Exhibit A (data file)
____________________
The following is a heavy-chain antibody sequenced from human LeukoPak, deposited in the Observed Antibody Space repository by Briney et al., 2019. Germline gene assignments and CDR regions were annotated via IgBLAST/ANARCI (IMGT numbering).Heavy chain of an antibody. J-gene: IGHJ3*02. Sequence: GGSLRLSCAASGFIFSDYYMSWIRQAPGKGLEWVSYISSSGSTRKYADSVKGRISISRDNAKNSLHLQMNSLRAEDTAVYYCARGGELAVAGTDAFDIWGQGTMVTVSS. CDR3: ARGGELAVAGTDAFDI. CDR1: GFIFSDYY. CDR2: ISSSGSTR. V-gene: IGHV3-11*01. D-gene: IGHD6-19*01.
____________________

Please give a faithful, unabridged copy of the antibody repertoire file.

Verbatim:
The following is a heavy-chain antibody sequenced from human LeukoPak, deposited in the Observed Antibody Space repository by Briney et al., 2019. Germline gene assignments and CDR regions were annotated via IgBLAST/ANARCI (IMGT numbering).Heavy chain of an antibody. J-gene: IGHJ3*02. Sequence: GGSLRLSCAASGFIFSDYYMSWIRQAPGKGLEWVSYISSSGSTRKYADSVKGRISISRDNAKNSLHLQMNSLRAEDTAVYYCARGGELAVAGTDAFDIWGQGTMVTVSS. CDR3: ARGGELAVAGTDAFDI. CDR1: GFIFSDYY. CDR2: ISSSGSTR. V-gene: IGHV3-11*01. D-gene: IGHD6-19*01.